Dealing with Post Partum Depression: A guide for new moms


After the birth of your child, you may experience a wide range of emotions. Joy, fear, or despair are all possible emotions. Perinatal postpartum depression is characterized by persistent, debilitating melancholy that interferes with day-to-day activities. This blog is all about Dealing with Post Partum Depression: A guide for new moms. 

Though they may develop up to six months after birth, symptoms often begin within a few weeks of delivery. Mood fluctuations, difficulties connecting with your kid, and difficulty making choices are all possible side effects of postpartum depression. 

You’re not alone if you think you’re depressed. Seeing a GP is the best method to be diagnosed and treated for PPD. They may assess your symptoms and come up with a treatment plan tailored to your specific needs. Some mix of psychotherapy and antidepressants may be beneficial to you.

Establish a strong connection with your infant

When a parent and kid create an emotional link, it is known as a “secure attachment.” Having a strong connection with your kid is critical to their future communication and social development.

In order to have a strong relationship with your kid, it’s important to pay attention to what their needs are and do what you can to meet them. Being a constant source of comfort for your kid helps them learn how to better regulate their own emotions and actions, which in turn helps to improve their cognitive development.

After giving birth, it may be tough to get through each day without suffering from postpartum depression. It also makes it harder to take care of both yourself and the kid. But remember to take baby steps and visit your GP if needed. 

Incorporate healthy eating habits into your daily routine

Post partum depression cannot be cured by healthy nutrition alone. Nonetheless, incorporating healthy eating habits into your daily routine may have a positive impact on your health and well-being. The weekend is a great opportunity to plan your week’s meals, as well as to stock up on nutritious snacks. Chopped carrots with cubed cheese, or apple slices and peanut butter, are some examples of convenient whole meals.

Baby massage

As a parent, it’s crucial to provide your kid with a sense of security and comfort via regular physical contact. Post partum depression sufferers may benefit from baby massage, according to various studies.

Build a support network

Humans are social beings, and they desire social connection. Having great social contacts and emotional support may be a protective factor in helping to alleviate stress and cope with life’s hardships.

New moms may experience feelings of isolation and helplessness as they adjust to their new roles. Loneliness has been shown to cause isolation, a lack of connection to others, and a sense of not belonging.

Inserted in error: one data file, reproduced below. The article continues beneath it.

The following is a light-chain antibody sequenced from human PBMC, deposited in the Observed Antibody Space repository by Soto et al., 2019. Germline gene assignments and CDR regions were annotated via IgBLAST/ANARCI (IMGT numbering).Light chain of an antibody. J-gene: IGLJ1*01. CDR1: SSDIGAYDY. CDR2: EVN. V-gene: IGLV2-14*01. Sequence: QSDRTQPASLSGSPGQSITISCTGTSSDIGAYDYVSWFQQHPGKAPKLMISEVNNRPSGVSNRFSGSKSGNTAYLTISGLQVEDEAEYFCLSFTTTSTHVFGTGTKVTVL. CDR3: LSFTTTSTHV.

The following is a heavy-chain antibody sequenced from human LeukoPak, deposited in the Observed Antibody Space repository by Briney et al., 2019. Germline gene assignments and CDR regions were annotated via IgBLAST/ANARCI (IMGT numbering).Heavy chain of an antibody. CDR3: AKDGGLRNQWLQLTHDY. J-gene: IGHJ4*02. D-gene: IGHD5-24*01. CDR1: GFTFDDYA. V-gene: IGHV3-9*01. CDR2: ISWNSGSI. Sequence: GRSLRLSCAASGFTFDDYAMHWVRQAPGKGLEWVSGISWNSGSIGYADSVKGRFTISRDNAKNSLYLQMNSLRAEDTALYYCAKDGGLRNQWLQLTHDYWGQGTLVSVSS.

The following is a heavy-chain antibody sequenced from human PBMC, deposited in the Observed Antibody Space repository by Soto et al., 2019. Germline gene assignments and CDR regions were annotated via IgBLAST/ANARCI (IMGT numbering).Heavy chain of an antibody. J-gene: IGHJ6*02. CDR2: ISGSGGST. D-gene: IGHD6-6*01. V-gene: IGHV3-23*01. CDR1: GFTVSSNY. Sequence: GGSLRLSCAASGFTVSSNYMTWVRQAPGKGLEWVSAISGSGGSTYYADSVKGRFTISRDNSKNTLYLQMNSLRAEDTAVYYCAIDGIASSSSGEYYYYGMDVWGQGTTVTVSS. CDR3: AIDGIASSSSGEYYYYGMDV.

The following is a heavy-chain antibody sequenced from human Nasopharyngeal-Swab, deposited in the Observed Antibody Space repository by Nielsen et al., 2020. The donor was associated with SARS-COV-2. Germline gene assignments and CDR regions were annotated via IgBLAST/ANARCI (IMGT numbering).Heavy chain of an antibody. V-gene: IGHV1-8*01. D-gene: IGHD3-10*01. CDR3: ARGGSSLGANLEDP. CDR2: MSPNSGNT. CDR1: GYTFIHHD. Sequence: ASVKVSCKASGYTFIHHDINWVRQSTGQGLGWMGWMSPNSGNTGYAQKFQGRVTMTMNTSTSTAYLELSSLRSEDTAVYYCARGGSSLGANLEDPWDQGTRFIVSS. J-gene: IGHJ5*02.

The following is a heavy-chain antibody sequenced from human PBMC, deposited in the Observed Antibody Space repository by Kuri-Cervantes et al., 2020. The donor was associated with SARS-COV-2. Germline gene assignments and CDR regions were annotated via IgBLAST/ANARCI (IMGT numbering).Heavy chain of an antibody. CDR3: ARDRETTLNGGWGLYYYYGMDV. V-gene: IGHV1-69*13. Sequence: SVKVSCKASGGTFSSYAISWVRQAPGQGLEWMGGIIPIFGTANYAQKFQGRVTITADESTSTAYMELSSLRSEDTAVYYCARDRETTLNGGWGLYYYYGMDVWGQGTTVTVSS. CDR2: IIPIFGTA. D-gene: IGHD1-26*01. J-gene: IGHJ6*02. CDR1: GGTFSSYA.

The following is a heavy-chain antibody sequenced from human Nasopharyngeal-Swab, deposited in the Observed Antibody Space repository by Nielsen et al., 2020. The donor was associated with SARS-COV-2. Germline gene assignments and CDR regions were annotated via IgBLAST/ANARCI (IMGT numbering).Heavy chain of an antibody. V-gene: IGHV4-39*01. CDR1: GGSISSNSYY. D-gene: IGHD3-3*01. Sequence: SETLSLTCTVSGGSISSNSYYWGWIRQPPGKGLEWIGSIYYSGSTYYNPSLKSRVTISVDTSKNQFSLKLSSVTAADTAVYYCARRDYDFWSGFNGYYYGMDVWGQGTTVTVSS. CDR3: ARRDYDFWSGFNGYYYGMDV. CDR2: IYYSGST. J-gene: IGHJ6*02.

Studies have shown links between loneliness and a host of health problems, including hypertension, sleep disorders, weakened immunity, and an increased risk of heart disease.

In order to better handle life’s challenges on your own, receiving social and emotional support from others helps increase your self-esteem and feeling of independence.

Consume fish oils

You should also increase your consumption of omega-3 fatty acids, such as DHA, during this period. A study showed that women with low DHA levels are more likely to suffer from postpartum depression.

Seafood is a good dietary source of DHA. You may also use flaxseed oil if you’re a vegan. Supplements may also be purchased at your local supermarket.

Try both counselling and medicine

Your GP may recommend medication or psychotherapy if you’ve tried self-help, lifestyle changes, and support groups without success.

Psychotherapy, also known as mental health counselling or talk therapy, may assist you in discussing your worries and emotions, setting attainable objectives, and learning how to deal with stressful circumstances.

As a last resort, antidepressants may be prescribed if you are suffering from severe depression or if previous therapies have failed to help you. If you’re breastfeeding, your GP will take that into consideration when prescribing your prescription.

Observe how you breastfeed

According to a 2012 study, breastfeeding may reduce your chances of getting post partum depression. This protection may last as long as four months after birth, according to some reports. If nursing is something you like, stick at it.

Breastfeeding may lead to depression in some women, but this is a rare occurrence. Dysmorphic Milk Ejection Reflex (D-MER) is the name given to this disorder. D-MER might cause emotions of melancholy, anxiety, or rage that last for many minutes after your milk has stopped flowing in your womb.

Finally, go with the feeding technique that seems most natural to you.

Post partum depression may exacerbate the already challenging post partum period. The sooner you get therapy for your sadness, the sooner you may begin to appreciate motherhood and your new baby. 

The Nurturey Pink Book, a digital alternative to the NHS Redbook, has all the tools you will need for your child! Tools like vaccination tracker, measurements, milestones, your baby’s dental health tracker, health reports, receiving trusted NHS guidance and so many more features come in the Pink Book, a must-have for all parents! Learn more at https://nurturey.com/


About Author

Anisha Sodhi is a General Physician with a Bachelors Degree in Medicine and Surgery (MBBS). Her main takeaway from the degree was how important communication is as people tend to get easily overwhelmed and confused while visiting doctors. Joining Team Nurturey gave her the chance to do exactly that because nobody requires as much reassurance and support as parents to be or parents.

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